Boing Boing: Open archive of 240,000 hours’ worth of talk radio, including 2.8 billion words of machine-transcription. “A group of MIT Media Lab researchers have published Radiotalk, a massive corpus of talk radio audio with machine-generated transcriptions, with a total of 240,000 hours’ worth of speech, marked up with machine-readable metadata.”
EurekAlert: Using AI to remix radio for people living with dementia. “Radio Me will address key causes of hospital admission for people with dementia, such as agitation and not taking medication correctly. As a result, it is hoped quality of life will improve, and people will be able to remain living independently at home for longer.”
WUSF Public Media: Massive Digitization Effort Is The Latest Plot Twist For Cuban Radio Soap Operas. “Binge-worthy podcasts may be a 21st century phenomenon, but addictive, serialized storytelling is nothing new. From the 1930s through the 1950s, Cuba exported more daytime and nighttime radio serials than any nation in the Spanish-speaking world — even Fidel Castro was a fan. After the Revolution, Cuban emigrés in Miami began making original Spanish-language radio soap operas — better known as radionovelas — that reportedly ran on more than 200 stations worldwide. The Latin American Library at Tulane University is now digitizing a whopping collection of those 1960s-era programs and encouraging academic study of Cold War soaps.”
The Center for the Performing Arts: NEA grant to fund media preservation project. “A grant from the National Endowment for the Arts will enable the Great American Songbook Foundation to digitize historic radio recordings featuring The Music Man creator Meredith Willson and make them available online for scholars worldwide. The recordings document Willson’s early career in the 1940s and ’50s, when he was a host and music director for several national radio shows, conducting ensembles like the San Francisco Symphony and talking with Hollywood and Broadway stars including Walter Pidgeon, Lucille Ball, Desi Arnaz, Frank Loesser and Dick Powell.”
Digital Library of Georgia: Digitized recordings of the radio program Southwind: The New Sounds of the Old Confederacy now available.. “Atlanta journalist Boyd Lewis conceived, created, produced, and hosted Southwind, a half-hour radio program of features and documentaries on the people, issues, and events of the South. The program aired on WABE-FM in Atlanta between November 14, 1980 and January 29, 1987. The collection contains 150 out of the 177 editions that were recorded. Each of the Southwind programs consisted of one to three segments that featured original reporting either by Mr. Lewis or his colleagues in public radio throughout the Southeast. Many of the segments focused on contemporary events that Mr. Lewis placed in historical context, while other segments were retrospectives of past events that featured the voices of the participants. The segments touched upon a broad range of topics relating to the history of Atlanta and the American South in the mid-to-late 20th century, including the Civil Rights Movement; African American history; city and regional economic and cultural development in the southeast; business and labor history; Atlanta theater; folk life; literature, and political history.”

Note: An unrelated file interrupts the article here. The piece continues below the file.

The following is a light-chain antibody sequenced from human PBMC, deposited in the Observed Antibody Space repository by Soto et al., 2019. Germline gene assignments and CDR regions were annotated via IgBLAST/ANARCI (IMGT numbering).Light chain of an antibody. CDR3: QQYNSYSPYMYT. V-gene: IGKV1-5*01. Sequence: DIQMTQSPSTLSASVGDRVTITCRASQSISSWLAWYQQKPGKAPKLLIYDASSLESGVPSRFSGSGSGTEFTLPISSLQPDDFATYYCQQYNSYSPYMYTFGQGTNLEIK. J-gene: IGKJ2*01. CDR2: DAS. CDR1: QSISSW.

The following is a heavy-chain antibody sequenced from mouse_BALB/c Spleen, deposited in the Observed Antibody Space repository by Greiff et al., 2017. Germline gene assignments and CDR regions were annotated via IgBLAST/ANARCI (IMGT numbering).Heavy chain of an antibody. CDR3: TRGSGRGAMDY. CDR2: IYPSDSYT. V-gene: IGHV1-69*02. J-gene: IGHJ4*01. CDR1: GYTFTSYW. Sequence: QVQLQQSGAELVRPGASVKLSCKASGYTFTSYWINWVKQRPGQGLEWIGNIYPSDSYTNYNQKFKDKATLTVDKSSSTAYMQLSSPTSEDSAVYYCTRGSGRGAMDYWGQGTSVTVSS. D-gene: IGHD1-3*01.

iNews: What was on TV the day you were born? Historic Radio Times listings now online through BBC Genome Project. “What was on television the day you were born? The BBC is launching a searchable database of Radio Times programme listings dating back to 1923, through the broadcaster’s own Genome Project. The BBC has now made all 1940s issues of the Radio Times publicly available online for the first time.” The 1920s and 1930s were already available.
Chicago Tribune: Studs Terkel Radio Archive will be made public this week, with 5,000-plus stories that needed to be saved. “I knew Studs Terkel since, actually, the day I was born. He took my father, his friend, out for a celebratory drink, or three, that long-ago day, and over the next decades, I wrote many thousands of words about him: his best-selling books, his WFMT radio show, his activism, his awards, enthusiasm and insatiable curiosity. I wrote about him when he underwent a risky open-heart procedure when he was 93 and from which he emerged saying, ‘I’m a medical miracle,’ and when he died on Halloween in 2008 at 96, I wrote his obituary. What more can there be to say? Well, I am done, actually, because when this story ends, I will stop writing about Studs and start listening to him. That will occupy a great deal of time because on Wednesday, the first 1,800 or so of the 5,600 or so hours of Studs’ remarkable radio programs will become readily available for any interested ears and minds. “